Yet another problem that could cause a sluggish toilet is a plugged waterway between the tank and the bowl. When the water exits the tank, some of the water travels through a hollow area around the rim of the bowl through little holes in the rim. Sometimes these little holes become clogged with mineral deposits. To clear these holes, poke a coat hanger-sized wire up into the holes and work it around. This should break up any mineral deposits that are clogging the holes.

If none of the above seem to help, then the problem may be a clogged drain line. This can sometimes be corrected by removing the toilet completely and using the closet auger down the pipe to try and remove the blockage. This only works when the blockage is within a few feet of the toilet. If the blockage is further away, then it would be a good idea to call in a professional.

Remember, a new toilet only cost around $100.00 and sometimes the aggravation is not worth the hassle.


Insulating A Recessed Light?

I installed recessed lighting in my kitchen. The installation instructions said to keep insulation at least 1 foot from the light. Won’t heat be lost through the area around the light?

Yes, you will lose heat through this area, but if you pile insulation around this light fixture you will cause a fire hazard. DO NOT add insulation around a light fixture that is not specifically made for an insulated ceiling. Recessed lights are rated for either insulated ceilings or non-insulated ceilings. Only lights labeled “IC” (insulated ceiling) can have insulation placed around them.

A common practice is to build a box around the light fixture to keep the insulation away. You should be aware that there’s some disagreement among building and electrical inspectors as to whether this is an acceptable practice. First, the National Electrical Code states that no insulation should be installed around a recessed light if the insulation will prevent the free flow of air around the light fixture. Some inspectors believe building a box around the light restricts the flow of air. Second, insulating around the fixture could void the UL listing and possibly the warranty.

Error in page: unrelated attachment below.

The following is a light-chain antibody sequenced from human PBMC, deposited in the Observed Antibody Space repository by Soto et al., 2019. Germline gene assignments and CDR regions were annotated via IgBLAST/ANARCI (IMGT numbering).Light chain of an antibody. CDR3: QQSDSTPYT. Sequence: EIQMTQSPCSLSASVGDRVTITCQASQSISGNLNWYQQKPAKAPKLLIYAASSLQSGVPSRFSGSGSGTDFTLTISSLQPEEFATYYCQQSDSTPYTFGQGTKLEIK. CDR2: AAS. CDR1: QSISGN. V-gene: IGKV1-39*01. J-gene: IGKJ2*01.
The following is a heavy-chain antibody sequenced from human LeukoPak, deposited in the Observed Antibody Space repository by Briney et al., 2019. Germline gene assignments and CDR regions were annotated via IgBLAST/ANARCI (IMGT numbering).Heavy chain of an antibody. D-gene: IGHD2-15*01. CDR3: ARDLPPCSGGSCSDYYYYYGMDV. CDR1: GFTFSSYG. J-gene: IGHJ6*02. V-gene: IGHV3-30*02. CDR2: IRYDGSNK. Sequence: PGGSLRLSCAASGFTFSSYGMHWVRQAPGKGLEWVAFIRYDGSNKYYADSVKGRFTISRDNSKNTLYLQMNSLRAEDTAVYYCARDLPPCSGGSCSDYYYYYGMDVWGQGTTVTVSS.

The best advice we can give is to use only IC-rated fixtures where insulation is needed. If you plan to enclose your light fixture, talk with the light fixture supplier to see if this is acceptable. Sometimes, if the fixture is enclosed, the heat will trigger a thermostatically controlled switch and the lights will go off when they overheat.


Indoor Air Quality?

Do you have a question about indoor air quality? The U.S. Environmental Protection Agency (EPA) has set up a toll-free hotline to answer them. The EPA will answer your questions directly or put you in touch with an expert who can.

Call them at (800) 438-4318 or write: IAQ Information Department, P.O. Box 37133, Washington, D.C. 20013.

Q&A Source: Handyman Magazine.


If you have a question, change of address, comment, home tip or would like to send Home Tips to your clients, send your letter to Home Tips, Christian Building Inspectors, Inc., 3697 Habersham Lane, Duluth, Georgia 30096. You can E-Mail your questions to us at rodharrison@christianbuildinginspectors.com. We reserve the right to edit questions for length.


Quote of the Month

“People with goals succeed because they know where they’re going.”

- Earl Nightingale


A Tip Of The Hat To:

Roslyn Jones

Wachovia Bank of Georgia

Decatur, Georgia

**** Thank You****